Protesters smash windows in 2nd violent night near St. Louis

Protesters overturn trash cans as police try to clear a violent crowd Saturday, Sept. 16, 2017, in University City, Mo. Earlier, protesters marched peacefully in response to a not guilty verdict in the trial of former St. Louis police officer Jason Stockley . (AP Photo/Jeff Roberson)

By JIM SALTER and SUMMER BALLENTINE,  Associated Press ST. LOUIS (AP) 09/17 — Protests turned violent for a second night near St. Louis following the acquittal of a white former police officer in the fatal shooting of a black man, as a small group of demonstrators refused to disperse, breaking windows at dozens of businesses and throwing objects at police, who moved in with hundreds of officers in riot gear to make arrests.

The confrontation took place late Saturday night in the Delmar Loop area of University City, a suburb about 10 miles (16 kilometers) west of St. Louis near Washington University. The area is known for concert venues, restaurants, shops and bars, and includes the Blueberry Hill club where rock legend Chuck Berry played for many years.

A man yells at police in riot gear just before a crowd turned violent Saturday, Sept. 16, 2017, in University City, Mo. Earlier, protesters marched peacefully in response to a not guilty verdict in the trial of former St. Louis police officer Jason Stockley. (AP Photo/Jeff Roberson)

University City had been the scene of a peaceful march earlier in the evening to protest a judge’s ruling Friday clearing ex-officer Jason Stockley of first-degree murder in the 2011 shooting of 24-year-old Anthony Lamar Smith. That march ended with organizers calling for people to leave and reconvene Sunday afternoon.

But a few dozen protesters refused to go. Police ordered them to disperse, saying the protest was illegal. Hundreds of police in riot gear eventually moved in with armored vehicles. The demonstrators retreated down a street, breaking windows with trash cans and throwing objects at police.

Several protesters were seen in handcuffs, and city and county police later tweeted that they had arrested at least nine people. Police were seen carrying one handcuffed man away from the scene upside down. At least one demonstrator was treated after he was hit with pepper spray.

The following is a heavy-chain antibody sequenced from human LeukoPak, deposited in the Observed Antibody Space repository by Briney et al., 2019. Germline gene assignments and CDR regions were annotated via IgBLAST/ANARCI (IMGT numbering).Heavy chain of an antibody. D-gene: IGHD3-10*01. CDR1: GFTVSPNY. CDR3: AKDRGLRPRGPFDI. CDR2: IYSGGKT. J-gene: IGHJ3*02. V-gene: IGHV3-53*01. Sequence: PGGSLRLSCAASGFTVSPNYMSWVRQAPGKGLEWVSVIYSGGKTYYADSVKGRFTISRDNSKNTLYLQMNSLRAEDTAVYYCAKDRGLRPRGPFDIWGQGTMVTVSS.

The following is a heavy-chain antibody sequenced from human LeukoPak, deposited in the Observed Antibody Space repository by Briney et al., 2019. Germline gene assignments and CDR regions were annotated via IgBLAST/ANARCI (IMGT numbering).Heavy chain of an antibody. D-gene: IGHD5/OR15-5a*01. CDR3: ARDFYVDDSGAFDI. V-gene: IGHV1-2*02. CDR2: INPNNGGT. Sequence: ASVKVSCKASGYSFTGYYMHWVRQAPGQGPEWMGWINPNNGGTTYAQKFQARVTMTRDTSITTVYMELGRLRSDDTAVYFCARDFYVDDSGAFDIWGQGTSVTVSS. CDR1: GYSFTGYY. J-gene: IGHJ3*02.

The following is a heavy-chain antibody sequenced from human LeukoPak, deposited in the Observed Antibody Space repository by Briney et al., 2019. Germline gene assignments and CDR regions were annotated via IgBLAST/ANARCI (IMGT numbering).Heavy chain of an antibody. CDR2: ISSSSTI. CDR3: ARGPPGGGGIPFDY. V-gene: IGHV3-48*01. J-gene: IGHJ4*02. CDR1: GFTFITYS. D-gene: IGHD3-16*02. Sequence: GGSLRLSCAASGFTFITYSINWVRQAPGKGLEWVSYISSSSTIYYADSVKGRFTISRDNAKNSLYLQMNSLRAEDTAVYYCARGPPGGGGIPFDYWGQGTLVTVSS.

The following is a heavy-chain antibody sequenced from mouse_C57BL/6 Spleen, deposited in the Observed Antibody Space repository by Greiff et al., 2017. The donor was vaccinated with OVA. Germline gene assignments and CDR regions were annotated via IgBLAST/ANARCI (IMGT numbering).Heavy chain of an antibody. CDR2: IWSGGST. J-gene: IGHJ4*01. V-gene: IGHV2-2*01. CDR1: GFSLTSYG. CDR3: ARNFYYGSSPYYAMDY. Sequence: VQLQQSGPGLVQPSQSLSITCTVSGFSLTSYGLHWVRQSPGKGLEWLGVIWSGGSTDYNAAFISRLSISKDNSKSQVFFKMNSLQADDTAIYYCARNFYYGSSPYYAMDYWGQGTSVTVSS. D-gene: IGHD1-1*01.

After the spasm of violence ended, a reporter for The Associated Press found at least half of the businesses on one side of the street with broken windows along a two block area.

Sam Thomas, who was helping his friend clean up the glass from the shattered windows of his clothing and accessories boutique, OSO, said he understood why people were angry. The U.S. justice system is broken and needs to be fixed, Thomas said.

“I’m not saying this is the right way to fix it,” he said of the damage.

“The window isn’t murdered. Nobody is going to have a funeral for the window. We can replace it.”

On Friday night, nearly three-dozen people were arrested and 11 police officers suffered injuries, including a broken jaw and dislocated shoulder. Five officers were taken to hospitals. Police said 10 businesses were damaged that night, and protesters broke a window and spattered red paint on the home of St. Louis Mayor Lyda Krewson.

Saturday night’s violence capped a day of noisy but peaceful demonstrations at suburban shopping malls.

Protesters shouted slogans such as “black lives matter” and “it is our duty to fight for our freedom” as they marched through West County Center mall in the suburb of Des Peres, west of St. Louis. A group also demonstrated at another suburban shopping center, the Chesterfield Mall, and at a regional food festival.

Organizers hoped to spread the impact of the protests beyond predominantly black neighborhoods to those that are mainly white.

Smith’s death is just one of several high-profile U.S. cases in recent years in which a white officer killed a black suspect, including the 2014 killing of Michael Brown in nearby Ferguson that sparked months of angry and sometimes violent protests.

Stockley wasn’t charged until May of last year, which was three years after he left the force a moved to Houston and more than four years after his December 2011 confrontation with Smith.

Stockley shot Smith after Smith fled from Stockley and his partner, who were trying to arrest him for a suspected drug deal.

Stockley, 36, testified that he felt he was in danger because he saw Smith holding a silver revolver when Smith backed his car toward the officers and sped away.

Prosecutors said Stockley planted a gun in Smith’s car after the shooting. The officer’s DNA was on the weapon but Smith’s wasn’t. Dashcam video from Stockley’s cruiser recorded him saying he was “going to kill this (expletive).” Less than a minute later, he shot Smith five times.

Stockley’s lawyer dismissed the comment as “human emotions” during a dangerous pursuit. St. Louis Circuit Judge Timothy Wilson, who said prosecutors didn’t prove beyond a reasonable doubt that Stockley murdered Smith, said the statement could be ambiguous.